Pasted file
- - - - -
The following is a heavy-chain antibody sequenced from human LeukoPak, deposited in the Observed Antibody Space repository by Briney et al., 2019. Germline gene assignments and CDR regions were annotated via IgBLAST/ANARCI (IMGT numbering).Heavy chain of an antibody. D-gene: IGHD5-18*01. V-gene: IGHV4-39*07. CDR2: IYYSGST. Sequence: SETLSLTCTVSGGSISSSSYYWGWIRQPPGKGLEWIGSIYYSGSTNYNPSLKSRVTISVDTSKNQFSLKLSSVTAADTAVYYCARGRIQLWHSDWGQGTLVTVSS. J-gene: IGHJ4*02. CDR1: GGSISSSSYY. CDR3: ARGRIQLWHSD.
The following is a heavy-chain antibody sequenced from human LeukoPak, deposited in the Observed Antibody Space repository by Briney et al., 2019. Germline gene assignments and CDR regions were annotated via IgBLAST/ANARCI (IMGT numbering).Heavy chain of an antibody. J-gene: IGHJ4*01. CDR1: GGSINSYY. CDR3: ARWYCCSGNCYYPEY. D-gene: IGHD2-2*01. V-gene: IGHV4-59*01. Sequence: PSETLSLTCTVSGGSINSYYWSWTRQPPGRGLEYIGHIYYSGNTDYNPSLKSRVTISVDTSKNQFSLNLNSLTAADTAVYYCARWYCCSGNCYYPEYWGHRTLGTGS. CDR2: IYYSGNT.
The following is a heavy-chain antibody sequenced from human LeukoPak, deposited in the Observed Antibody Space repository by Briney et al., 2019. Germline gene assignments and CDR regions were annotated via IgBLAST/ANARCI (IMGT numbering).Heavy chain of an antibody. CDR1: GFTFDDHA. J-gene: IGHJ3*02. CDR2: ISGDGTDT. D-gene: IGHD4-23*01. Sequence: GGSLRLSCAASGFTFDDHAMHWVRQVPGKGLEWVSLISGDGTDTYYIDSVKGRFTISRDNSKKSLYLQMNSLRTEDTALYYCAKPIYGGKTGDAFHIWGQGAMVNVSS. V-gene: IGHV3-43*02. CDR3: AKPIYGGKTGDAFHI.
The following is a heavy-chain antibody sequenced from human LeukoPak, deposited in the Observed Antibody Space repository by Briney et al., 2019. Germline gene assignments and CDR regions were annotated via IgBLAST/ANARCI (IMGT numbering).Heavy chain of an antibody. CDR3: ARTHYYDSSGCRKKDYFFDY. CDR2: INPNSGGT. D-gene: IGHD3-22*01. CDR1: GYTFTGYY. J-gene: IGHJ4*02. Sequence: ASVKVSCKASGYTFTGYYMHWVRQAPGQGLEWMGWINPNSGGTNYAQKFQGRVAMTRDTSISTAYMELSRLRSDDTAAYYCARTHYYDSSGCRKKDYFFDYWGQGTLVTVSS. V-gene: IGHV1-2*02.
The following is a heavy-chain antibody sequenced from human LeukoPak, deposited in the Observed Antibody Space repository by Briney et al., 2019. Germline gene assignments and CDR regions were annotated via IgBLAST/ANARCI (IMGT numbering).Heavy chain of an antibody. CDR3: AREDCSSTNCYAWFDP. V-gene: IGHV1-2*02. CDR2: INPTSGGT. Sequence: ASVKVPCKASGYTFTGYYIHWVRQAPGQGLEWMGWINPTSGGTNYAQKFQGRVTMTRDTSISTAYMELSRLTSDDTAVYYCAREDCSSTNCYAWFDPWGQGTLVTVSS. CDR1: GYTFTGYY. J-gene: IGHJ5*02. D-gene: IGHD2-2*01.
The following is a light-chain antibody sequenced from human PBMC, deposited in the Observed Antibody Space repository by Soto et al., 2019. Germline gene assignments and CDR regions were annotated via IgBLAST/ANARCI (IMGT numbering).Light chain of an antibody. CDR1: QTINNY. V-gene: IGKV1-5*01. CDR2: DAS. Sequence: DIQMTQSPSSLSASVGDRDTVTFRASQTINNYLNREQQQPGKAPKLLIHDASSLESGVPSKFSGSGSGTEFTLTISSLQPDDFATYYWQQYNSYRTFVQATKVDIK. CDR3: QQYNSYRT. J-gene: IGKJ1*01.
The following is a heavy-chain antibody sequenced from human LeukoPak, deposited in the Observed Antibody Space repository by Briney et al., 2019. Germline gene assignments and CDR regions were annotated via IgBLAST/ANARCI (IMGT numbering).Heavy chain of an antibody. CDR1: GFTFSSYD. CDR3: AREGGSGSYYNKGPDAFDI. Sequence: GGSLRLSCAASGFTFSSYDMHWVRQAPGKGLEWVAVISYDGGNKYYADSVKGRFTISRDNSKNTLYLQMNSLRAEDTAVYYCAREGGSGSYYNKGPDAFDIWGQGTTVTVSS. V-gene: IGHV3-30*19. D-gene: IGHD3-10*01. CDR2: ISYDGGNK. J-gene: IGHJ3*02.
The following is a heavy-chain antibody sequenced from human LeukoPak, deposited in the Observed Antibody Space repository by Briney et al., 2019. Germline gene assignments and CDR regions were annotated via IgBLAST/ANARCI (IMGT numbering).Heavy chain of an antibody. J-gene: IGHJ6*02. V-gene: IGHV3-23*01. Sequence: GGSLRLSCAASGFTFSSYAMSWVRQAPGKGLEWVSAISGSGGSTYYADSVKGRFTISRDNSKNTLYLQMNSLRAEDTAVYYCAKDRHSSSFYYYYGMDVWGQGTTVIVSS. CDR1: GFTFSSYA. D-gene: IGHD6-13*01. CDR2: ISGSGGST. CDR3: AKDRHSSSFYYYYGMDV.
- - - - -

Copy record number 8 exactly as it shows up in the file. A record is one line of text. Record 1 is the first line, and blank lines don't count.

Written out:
The following is a heavy-chain antibody sequenced from human LeukoPak, deposited in the Observed Antibody Space repository by Briney et al., 2019. Germline gene assignments and CDR regions were annotated via IgBLAST/ANARCI (IMGT numbering).Heavy chain of an antibody. J-gene: IGHJ6*02. V-gene: IGHV3-23*01. Sequence: GGSLRLSCAASGFTFSSYAMSWVRQAPGKGLEWVSAISGSGGSTYYADSVKGRFTISRDNSKNTLYLQMNSLRAEDTAVYYCAKDRHSSSFYYYYGMDVWGQGTTVIVSS. CDR1: GFTFSSYA. D-gene: IGHD6-13*01. CDR2: ISGSGGST. CDR3: AKDRHSSSFYYYYGMDV.